Sally kept running into Merle at the mall. She’d be strolling around the food court, or just wistfully sitting on a bench enjoying an Orange Julius, when Merle would either saunter or sidle up to her and say something like, “Boo!” It was disconcerting for Sally. Merle’s energy always made Sally cringe. Merle was unaware of this. To Merle there was more wonderful energy in her every gesture than in all of heaven. To Merle, Merle was God’s gift to the lowly and downtrodden, of which she counted Sally as a lifetime member. She must, perforce and ergo, persuade Sally to accept her wondrous energy in a munificent exchange in which Merle had little hope of ever recompensing, or needing to recompense, anything from Sally, except perhaps a shattered compact mirror.       

(something that is not a poem at all (see below))

The landlord stalks these halls with ordinary feet, telling us what it takes to keep us all living here. As if she knew what it meant to be alive, here. We are ordinary, too. It’s just not in the same way. My friend Spuds has got me smoking Camel Reds. And it’s bliss while the music plays. The landlord knows what money it’ll take to make us stay. We know otherwise. We are all armed with cheap whisky and bad cigarettes. There’s no other out that’ll matter. The moon’s flipping us all off. And the sun will never come up again. That’s enough. We’ve been through worse. Hell, my girl left me for a coffee distributor just last spring. I’ve got my own ways of seeing that’ll kill whatever you’ve got left in the bottle. I’m no expert, but I know what I know. Write messages to me in the shower steam on the bathroom mirror. Superficiality is my calling card.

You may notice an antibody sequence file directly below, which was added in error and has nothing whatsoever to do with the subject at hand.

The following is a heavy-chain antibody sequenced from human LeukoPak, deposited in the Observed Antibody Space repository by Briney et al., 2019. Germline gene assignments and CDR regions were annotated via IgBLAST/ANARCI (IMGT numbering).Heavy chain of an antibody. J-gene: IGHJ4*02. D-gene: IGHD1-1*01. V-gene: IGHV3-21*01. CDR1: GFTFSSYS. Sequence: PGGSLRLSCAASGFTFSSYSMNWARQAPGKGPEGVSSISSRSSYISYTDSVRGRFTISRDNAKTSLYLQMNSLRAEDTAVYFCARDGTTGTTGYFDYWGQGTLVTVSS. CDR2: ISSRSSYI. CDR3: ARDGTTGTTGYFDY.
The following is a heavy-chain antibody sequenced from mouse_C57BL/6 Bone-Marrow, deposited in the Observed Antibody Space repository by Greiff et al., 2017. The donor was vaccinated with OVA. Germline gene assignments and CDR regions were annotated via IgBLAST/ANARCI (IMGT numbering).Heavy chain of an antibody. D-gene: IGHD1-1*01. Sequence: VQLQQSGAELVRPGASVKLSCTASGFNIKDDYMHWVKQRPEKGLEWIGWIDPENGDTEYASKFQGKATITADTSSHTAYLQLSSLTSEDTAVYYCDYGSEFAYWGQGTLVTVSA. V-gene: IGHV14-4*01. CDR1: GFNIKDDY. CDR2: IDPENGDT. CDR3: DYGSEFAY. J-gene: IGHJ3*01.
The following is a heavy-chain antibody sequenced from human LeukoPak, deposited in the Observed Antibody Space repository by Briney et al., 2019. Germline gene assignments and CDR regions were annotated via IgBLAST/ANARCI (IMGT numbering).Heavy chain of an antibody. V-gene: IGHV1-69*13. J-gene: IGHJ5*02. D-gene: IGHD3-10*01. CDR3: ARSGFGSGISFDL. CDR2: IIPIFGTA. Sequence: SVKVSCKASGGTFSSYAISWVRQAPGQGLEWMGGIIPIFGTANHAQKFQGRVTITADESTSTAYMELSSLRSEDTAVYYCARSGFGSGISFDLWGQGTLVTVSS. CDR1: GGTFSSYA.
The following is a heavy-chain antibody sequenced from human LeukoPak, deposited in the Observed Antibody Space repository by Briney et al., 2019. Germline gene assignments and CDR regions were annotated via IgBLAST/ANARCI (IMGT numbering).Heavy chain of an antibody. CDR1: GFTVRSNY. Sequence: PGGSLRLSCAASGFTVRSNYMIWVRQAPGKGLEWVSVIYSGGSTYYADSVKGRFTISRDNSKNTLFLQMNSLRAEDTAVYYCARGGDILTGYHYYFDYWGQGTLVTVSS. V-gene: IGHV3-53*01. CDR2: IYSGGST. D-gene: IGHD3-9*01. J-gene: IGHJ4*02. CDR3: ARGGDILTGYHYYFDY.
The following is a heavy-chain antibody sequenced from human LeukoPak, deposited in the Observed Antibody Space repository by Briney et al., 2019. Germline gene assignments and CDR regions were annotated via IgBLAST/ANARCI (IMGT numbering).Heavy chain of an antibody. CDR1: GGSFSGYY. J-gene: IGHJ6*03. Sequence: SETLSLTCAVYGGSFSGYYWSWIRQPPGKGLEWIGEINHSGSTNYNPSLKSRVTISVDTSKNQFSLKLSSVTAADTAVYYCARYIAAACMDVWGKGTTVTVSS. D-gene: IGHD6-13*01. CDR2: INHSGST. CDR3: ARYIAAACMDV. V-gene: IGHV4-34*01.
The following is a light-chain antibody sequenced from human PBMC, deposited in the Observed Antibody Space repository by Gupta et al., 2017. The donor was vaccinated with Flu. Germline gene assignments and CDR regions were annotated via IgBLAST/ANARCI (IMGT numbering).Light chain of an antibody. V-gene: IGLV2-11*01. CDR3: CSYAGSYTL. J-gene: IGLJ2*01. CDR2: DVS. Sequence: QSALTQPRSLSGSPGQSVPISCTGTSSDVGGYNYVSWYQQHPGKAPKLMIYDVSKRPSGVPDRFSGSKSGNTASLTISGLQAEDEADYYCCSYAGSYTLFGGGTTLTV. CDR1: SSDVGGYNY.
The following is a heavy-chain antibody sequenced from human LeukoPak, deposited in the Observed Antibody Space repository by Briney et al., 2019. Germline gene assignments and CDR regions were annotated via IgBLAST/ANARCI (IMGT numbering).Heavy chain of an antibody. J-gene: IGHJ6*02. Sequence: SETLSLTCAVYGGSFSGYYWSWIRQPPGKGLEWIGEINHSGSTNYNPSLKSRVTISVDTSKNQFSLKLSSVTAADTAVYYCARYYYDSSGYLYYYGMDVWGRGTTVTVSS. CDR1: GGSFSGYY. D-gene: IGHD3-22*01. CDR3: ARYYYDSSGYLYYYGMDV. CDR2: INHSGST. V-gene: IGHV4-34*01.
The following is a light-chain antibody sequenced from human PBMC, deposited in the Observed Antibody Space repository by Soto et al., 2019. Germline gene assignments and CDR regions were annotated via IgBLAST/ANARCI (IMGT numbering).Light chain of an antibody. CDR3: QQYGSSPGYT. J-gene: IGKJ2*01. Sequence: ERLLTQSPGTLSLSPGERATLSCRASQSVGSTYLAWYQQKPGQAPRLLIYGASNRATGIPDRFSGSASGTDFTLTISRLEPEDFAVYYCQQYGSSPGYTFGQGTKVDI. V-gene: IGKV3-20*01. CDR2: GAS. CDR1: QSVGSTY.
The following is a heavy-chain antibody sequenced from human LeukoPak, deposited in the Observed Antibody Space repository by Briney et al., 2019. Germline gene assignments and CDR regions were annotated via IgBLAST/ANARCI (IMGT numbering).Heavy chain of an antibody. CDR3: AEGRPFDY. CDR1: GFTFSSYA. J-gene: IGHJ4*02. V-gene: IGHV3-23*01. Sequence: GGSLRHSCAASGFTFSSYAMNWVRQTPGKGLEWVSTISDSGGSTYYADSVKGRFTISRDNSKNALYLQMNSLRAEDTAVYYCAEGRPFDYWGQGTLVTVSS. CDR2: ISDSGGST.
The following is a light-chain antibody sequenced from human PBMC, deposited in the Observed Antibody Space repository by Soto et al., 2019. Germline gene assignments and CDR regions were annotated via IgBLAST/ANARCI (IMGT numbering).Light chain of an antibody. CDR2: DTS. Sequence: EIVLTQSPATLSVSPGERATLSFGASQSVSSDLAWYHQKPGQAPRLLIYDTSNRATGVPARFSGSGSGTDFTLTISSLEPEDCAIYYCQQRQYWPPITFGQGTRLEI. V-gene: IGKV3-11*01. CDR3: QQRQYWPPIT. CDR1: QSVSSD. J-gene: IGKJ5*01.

(sure it is)